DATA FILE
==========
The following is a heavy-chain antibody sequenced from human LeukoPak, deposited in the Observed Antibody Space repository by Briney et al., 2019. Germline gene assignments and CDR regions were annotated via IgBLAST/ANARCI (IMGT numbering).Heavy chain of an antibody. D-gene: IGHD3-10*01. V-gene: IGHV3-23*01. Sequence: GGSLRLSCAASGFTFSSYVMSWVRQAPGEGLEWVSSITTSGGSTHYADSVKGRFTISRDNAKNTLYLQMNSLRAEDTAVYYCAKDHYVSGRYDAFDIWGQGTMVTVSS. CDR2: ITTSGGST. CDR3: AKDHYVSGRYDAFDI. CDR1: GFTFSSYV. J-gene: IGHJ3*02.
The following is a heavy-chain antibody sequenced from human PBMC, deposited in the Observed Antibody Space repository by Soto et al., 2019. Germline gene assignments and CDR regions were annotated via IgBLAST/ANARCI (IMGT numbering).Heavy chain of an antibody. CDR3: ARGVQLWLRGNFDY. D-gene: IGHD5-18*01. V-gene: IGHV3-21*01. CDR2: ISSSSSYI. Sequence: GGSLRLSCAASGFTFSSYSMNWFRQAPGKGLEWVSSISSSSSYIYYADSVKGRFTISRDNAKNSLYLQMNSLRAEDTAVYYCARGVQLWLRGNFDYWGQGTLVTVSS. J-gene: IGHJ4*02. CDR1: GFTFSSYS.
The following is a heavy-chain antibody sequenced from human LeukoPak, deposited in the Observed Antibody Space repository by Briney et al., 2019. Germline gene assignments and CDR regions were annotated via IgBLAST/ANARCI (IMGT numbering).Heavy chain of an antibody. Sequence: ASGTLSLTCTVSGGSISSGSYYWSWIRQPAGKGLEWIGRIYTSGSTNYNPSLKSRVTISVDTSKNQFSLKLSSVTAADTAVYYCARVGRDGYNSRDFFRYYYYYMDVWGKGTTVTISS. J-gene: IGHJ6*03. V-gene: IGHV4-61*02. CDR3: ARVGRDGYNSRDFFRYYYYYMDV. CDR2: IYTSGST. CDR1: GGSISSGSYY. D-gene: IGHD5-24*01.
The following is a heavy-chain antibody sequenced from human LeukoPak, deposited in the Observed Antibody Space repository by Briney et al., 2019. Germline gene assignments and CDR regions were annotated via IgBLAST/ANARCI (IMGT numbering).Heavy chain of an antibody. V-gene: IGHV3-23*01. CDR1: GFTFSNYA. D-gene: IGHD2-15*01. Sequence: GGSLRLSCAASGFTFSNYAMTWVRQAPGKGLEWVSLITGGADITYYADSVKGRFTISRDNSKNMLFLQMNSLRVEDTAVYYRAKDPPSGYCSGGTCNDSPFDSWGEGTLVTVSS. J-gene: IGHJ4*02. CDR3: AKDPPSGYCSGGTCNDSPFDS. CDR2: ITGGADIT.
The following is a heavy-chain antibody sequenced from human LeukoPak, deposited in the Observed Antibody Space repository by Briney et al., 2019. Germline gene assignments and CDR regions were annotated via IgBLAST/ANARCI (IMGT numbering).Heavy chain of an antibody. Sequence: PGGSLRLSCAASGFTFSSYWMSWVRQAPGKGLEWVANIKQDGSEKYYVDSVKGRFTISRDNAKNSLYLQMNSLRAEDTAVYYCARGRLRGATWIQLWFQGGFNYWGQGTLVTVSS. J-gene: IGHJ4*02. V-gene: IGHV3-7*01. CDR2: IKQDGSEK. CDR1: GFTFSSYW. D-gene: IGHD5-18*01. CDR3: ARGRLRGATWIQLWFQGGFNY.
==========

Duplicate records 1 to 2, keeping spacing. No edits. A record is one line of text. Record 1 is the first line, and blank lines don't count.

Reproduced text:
The following is a heavy-chain antibody sequenced from human LeukoPak, deposited in the Observed Antibody Space repository by Briney et al., 2019. Germline gene assignments and CDR regions were annotated via IgBLAST/ANARCI (IMGT numbering).Heavy chain of an antibody. D-gene: IGHD3-10*01. V-gene: IGHV3-23*01. Sequence: GGSLRLSCAASGFTFSSYVMSWVRQAPGEGLEWVSSITTSGGSTHYADSVKGRFTISRDNAKNTLYLQMNSLRAEDTAVYYCAKDHYVSGRYDAFDIWGQGTMVTVSS. CDR2: ITTSGGST. CDR3: AKDHYVSGRYDAFDI. CDR1: GFTFSSYV. J-gene: IGHJ3*02.
The following is a heavy-chain antibody sequenced from human PBMC, deposited in the Observed Antibody Space repository by Soto et al., 2019. Germline gene assignments and CDR regions were annotated via IgBLAST/ANARCI (IMGT numbering).Heavy chain of an antibody. CDR3: ARGVQLWLRGNFDY. D-gene: IGHD5-18*01. V-gene: IGHV3-21*01. CDR2: ISSSSSYI. Sequence: GGSLRLSCAASGFTFSSYSMNWFRQAPGKGLEWVSSISSSSSYIYYADSVKGRFTISRDNAKNSLYLQMNSLRAEDTAVYYCARGVQLWLRGNFDYWGQGTLVTVSS. J-gene: IGHJ4*02. CDR1: GFTFSSYS.